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The Oxford Electric Bell, one of the world’s oldest experiments, is powered by a battery working since the 19th century, but no one knows how

A bell that is displayed at the Clarendon Laboratory at the University of Oxford in England has been relentlessly ringing for some 178 years if the math is correct. But don’t worry, no matter how annoying the thought of ringing that never ends, this bell is hardly heard, shielded by quite thick layers of glass.

The mysterious Oxford Electric Bell, as the unusual object has been called, is counted among the world’s oldest experiments, though it may not have been an experiment originally. No one seems to be entirely clear exactly what the battery, which is the source of power for the entire apparatus for nearly 18 decades now, is composed of. There is a note on the bell that states the device was supposedly set up in 1840. However, some accounts at Oxford University say the bell could have been started even earlier, in 1825.

The bell was the product of the company Watkins and Hill that dealt with producing various instruments, based in London. It eventually ended up in the university quarters at some point during the mid-19th century after it was brought there by a University of Oxford physics professor, Robert Walker, the Smithsonian writes.


Charged by the two piles, the clapper moves back and forth between the two bells. Photo:Nicolas1981 CC BY-SA 3.0
Charged by the two piles, the clapper moves back and forth between the two bells. Photo:Nicolas1981 CC BY-SA 3.0


The battery powers a small ball made of metal that quickly oscillates between the first and the second installed bell, and after so many decades, it is hard to believe it is still functioning. The device has been distinguished for holding a Guinness World Record for having the most durable battery in the world. Thanks to the battery, the bell would have rung roughly 10 billion times, and probably more than that, calculations from the university suggest.

Nobody wants to open the apparatus at this point, as that could potentially harm it and “ruin an experiment to see how long it will last,” Motherboard writes. The battery is made of dry piles assumed to be of a similar composition as some of the world’s first electricity batteries, an invention of Italian-born physicist Giuseppe Zamboni from the early 19th century.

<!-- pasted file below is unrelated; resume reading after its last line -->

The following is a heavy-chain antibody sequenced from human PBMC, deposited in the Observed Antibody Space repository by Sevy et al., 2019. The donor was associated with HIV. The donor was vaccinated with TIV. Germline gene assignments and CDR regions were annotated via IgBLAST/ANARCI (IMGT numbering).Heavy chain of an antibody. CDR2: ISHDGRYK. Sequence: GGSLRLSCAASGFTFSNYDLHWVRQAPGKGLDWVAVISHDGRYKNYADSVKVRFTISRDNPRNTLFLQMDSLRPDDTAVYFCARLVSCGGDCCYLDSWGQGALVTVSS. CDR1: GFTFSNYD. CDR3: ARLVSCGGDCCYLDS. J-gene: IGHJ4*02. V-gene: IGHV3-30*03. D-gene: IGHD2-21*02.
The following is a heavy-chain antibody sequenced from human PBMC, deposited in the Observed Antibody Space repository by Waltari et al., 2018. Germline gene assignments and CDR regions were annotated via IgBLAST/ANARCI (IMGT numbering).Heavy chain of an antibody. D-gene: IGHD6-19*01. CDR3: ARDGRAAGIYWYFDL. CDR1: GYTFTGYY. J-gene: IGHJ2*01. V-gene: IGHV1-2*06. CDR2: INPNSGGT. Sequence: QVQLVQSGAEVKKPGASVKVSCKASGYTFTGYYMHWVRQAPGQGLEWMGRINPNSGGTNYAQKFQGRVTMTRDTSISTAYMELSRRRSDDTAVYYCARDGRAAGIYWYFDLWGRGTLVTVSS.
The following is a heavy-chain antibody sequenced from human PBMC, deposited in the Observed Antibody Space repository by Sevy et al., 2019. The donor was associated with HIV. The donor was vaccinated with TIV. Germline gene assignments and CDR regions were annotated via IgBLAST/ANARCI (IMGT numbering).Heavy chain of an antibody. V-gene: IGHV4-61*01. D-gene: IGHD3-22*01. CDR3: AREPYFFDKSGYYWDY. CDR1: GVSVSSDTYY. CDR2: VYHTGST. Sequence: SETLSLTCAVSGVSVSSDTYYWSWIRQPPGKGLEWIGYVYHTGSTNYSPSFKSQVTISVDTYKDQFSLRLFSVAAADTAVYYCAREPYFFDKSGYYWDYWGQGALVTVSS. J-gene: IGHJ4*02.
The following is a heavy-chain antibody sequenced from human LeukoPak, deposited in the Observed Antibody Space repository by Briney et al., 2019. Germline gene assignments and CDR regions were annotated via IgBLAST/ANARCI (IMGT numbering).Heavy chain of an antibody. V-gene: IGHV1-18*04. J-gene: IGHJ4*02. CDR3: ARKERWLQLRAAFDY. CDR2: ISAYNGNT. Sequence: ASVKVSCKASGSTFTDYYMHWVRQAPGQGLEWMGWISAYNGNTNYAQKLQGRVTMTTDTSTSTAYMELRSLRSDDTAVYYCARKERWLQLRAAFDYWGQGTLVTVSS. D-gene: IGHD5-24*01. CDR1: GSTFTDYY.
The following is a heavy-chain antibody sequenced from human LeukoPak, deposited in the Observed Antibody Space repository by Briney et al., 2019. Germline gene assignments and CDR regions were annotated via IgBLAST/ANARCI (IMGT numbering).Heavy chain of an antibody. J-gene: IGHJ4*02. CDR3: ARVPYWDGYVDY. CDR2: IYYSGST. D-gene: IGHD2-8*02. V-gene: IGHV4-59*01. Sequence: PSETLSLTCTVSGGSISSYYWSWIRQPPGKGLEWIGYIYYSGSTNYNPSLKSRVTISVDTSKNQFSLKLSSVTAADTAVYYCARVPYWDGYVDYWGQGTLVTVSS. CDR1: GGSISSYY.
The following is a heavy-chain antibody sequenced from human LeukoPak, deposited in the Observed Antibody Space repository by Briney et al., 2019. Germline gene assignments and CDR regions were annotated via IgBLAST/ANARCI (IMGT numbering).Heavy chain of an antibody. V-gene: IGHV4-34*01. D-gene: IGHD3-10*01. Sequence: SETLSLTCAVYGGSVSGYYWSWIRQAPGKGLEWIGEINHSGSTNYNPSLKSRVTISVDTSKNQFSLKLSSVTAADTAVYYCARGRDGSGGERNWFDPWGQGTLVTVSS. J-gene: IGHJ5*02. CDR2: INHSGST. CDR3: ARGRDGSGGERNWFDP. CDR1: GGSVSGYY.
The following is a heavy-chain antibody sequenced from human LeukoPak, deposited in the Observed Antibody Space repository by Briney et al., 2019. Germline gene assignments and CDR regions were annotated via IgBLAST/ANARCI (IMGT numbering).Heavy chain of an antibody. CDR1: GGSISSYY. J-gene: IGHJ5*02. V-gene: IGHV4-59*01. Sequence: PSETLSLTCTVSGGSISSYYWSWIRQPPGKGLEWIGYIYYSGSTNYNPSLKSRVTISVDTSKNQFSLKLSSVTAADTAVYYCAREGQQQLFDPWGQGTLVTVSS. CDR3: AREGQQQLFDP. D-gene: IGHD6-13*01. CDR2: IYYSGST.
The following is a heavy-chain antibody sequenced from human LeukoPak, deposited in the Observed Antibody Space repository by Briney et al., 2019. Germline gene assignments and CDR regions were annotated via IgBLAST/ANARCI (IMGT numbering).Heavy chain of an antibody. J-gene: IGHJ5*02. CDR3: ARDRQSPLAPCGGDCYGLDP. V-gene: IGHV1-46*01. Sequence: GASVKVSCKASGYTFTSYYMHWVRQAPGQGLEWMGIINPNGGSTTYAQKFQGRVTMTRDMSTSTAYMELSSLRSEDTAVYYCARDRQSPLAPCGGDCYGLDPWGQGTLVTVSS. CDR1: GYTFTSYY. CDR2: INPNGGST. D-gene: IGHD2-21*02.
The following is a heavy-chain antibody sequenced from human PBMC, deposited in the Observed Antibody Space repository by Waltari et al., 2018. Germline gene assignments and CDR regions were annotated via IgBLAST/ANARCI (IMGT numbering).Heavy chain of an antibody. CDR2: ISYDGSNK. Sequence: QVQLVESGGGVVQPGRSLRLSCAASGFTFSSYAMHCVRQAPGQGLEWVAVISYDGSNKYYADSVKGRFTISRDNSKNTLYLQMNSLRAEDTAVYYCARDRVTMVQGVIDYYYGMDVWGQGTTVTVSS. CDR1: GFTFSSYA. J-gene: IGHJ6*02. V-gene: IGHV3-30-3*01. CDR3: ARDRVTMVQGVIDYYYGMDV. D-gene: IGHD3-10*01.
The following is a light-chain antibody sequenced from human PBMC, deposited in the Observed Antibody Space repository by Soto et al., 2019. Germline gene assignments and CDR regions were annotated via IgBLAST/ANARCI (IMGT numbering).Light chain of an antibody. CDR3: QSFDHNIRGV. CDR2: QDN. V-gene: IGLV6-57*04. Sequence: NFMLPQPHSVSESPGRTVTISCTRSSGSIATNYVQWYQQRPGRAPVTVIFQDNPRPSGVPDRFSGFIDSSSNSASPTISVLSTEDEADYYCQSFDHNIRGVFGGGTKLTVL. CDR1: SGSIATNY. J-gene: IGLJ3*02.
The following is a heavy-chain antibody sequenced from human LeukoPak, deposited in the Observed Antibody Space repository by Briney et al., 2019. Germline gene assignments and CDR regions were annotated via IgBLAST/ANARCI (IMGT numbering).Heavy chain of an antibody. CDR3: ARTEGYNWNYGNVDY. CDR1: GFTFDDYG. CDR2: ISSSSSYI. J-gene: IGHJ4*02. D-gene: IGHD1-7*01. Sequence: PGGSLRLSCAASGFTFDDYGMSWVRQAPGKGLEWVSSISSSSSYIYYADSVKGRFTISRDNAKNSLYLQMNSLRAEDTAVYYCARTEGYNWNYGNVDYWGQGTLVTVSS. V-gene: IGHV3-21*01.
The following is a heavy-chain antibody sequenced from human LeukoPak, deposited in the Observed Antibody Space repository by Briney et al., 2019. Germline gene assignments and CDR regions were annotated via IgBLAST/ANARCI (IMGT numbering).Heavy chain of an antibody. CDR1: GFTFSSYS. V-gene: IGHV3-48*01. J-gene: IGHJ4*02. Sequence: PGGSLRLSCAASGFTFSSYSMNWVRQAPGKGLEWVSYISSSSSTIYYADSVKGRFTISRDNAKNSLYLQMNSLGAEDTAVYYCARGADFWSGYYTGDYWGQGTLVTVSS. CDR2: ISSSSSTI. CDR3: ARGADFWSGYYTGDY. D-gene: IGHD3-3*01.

Because movement of the hanging metal clapper that moves between the two bells makes use of electrostatic forces, the system can continuously run using only low currents of electricity. The battery likely makes use of alternate discs or layers of silver, zinc, and possibly other materials. These are insulated with sulfur, protecting them from moisture for example.

However, what’s precisely inside the battery is one of the most burning questions for those who are dying to know all details of the mysterious mechanism. A former researcher at the Clarendon Laboratory, A. J. Croft, described the apparatus in a 1984 paper for the European Journal of Physics. “What the piles are made of is not known with certainty, but it is clear that the outer coating is of sulfur, and this seals in the cells and the electrolyte,” he notes. He continues to explain how similar the piles of the Oxford bell battery should be with the ones that had been produced by the Italian physicist Zamboni.

The Oxford Electric Bell in December 2009 Photo: DavidCWG-CC BY-SA 3.0
The Oxford Electric Bell in December 2009 Photo: DavidCWG-CC BY-SA 3.0


Finding the ultimate answers that veil the bell apparatus with mystery is bound to happen as the battery ultimately wears out and the entire mechanism comes to a halt due to its extensively prolonged lifetime. Whether researchers will find the experiment useful for developing new types of batteries, the answer is no.

Related story from us: Nine drops since 1930: The longest running pitch drop lab experiment in history

By this point, so many new types of batteries have been devised and produced that some of the latest proposed designs sound futuristic. According to the World Economic Forum, scientists at the University of Bristol Cabot Institute are working on a diamond battery made from nuclear waste. The lifetime of this battery should be incredible, and if scientists are correct, it should work for thousands of years.

Stefan Andrews

Stefan is a freelance writer and a regular contributor to The Vintage News. He is a graduate in Literature. He also runs a blog – This City Knows.